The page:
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How to Change a Flat Tire

You need to be prepared for the worst in case you ever experience a flat tire and can't take advantage of roadside assistance. Everyone-even drivers with run-flat tires-should read this page and become familiar with how to change a flat tire. It'll give you the information you need to be ready for a flat.

Refer to your vehicle owner's manual to get specific instructions and recommendations for properly putting a spare tire on your make and model. Also, check that your vehicle is equipped with a spare tire. If it isn't, consult your dealership to find the best spare tire for your needs. The following recommendations suit most vehicles, but you should always become familiar with your vehicle before getting behind the wheel.

What to Do If Your Tire Goes Flat

If you get a flat tire while you're driving, stay calm. It can be a startling experience, but it's easy to get through it safely. Keep your hands steady on the wheel. Resist the temptation to swerve your steering wheel when the tire failure occurs. Take your foot off the gas. If you're in a safe position to do so, get the vehicle to the side of the road, out of the path of traffic. Once your vehicle has come to a stop, turn on your emergency flashers.

Put your car in park with the emergency brake on. Turn off the ignition. Now it's time to learn how to exchange your flat tire for your spare tire.

11 Steps to Putting on a Spare Tire You'll need these 4 items:

  1. Spare tire
  2. Tire iron
  3. Jack
  4. Container to store lug nuts during the process

Note: Many vehicles come equipped with a spare tire, tire iron and car jack. Make sure to check whether this is the case for you. If your vehicle doesn't come with a spare tire or flat tire safety kit, ask your dealer to recommend supplies.

  1. Use your tire iron to loosen the lug nuts before you jack up the vehicle. Do not remove them completely.
  2. Locate the notches underneath the car where your jack should make contact. Line up the jack with these notches.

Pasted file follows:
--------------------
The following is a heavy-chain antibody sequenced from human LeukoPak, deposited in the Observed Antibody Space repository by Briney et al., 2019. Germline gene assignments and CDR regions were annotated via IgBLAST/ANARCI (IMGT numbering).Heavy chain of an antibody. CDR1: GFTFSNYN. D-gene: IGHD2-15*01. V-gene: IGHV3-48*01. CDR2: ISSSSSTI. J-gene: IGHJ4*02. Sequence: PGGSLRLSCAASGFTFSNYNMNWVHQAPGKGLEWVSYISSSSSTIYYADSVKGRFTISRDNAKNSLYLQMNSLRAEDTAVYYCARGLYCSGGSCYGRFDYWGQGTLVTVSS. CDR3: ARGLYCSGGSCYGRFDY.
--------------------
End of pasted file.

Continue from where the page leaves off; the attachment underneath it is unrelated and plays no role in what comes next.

3. Jack up the vehicle only high enough to allow you to change the flat tire.
  4. Remove the lug nuts one at a time in a star pattern. Keep the lug nuts in a container so you do not lose them.
  5. Remove the damaged tire.
  6. Place the spare onto the wheel.
  7. Tighten the lug nuts with your tire iron in the same pattern you used to loosen them when you removed the damaged tire. Do not tighten them completely.
  8. Lower the jack until your spare touches the ground and you can remove the jack from under the car.
  9. Finish tightening the lug nuts in the same star pattern. Make sure the bolts on the spare are very tight.
  10. Replace your safety kit in your trunk along with the damaged tire.
  11. Drive your vehicle to the nearest service station for a complete safety inspection and evaluation of the damaged tire.

Make sure to follow the speed and mileage directions on your spare tire or in your owner's manual. Spare tires that are not full sized often include safety restrictions. Use a spare tire only to drive to a service location for full tire repair or replacement. They are not a permanent solution.

Preventing Flat Tires with Maintenance

With a simple flat tire safety plan and quality service options, preparing for a flat tire can be a worry free process. Part of your flat tire safety plan should always be proper tire maintenance and regular inspection. Here are a 3 things to watch out for each month:

  1. Tread depth: Inspect your tire tread depth and look for any irregular or uneven wear patterns. Some irregular wear patterns indicate issues that can lead to blowouts. Ask your service professional to diagnose your irregular wear pattern.
  2. Inflation: Keeping your tires properly inflated will help prevent flat tires and blowouts. Rubber is a naturally porous material that allows air to escape. So make sure you check your air pressure monthly.
  3. Age: As tires age, their compounds can become weak. If your tires are more than 6 years old, have them inspected by a certified service professional to make sure they are still safe. If they're more than 10 years old, they need to be changed immediately.
 

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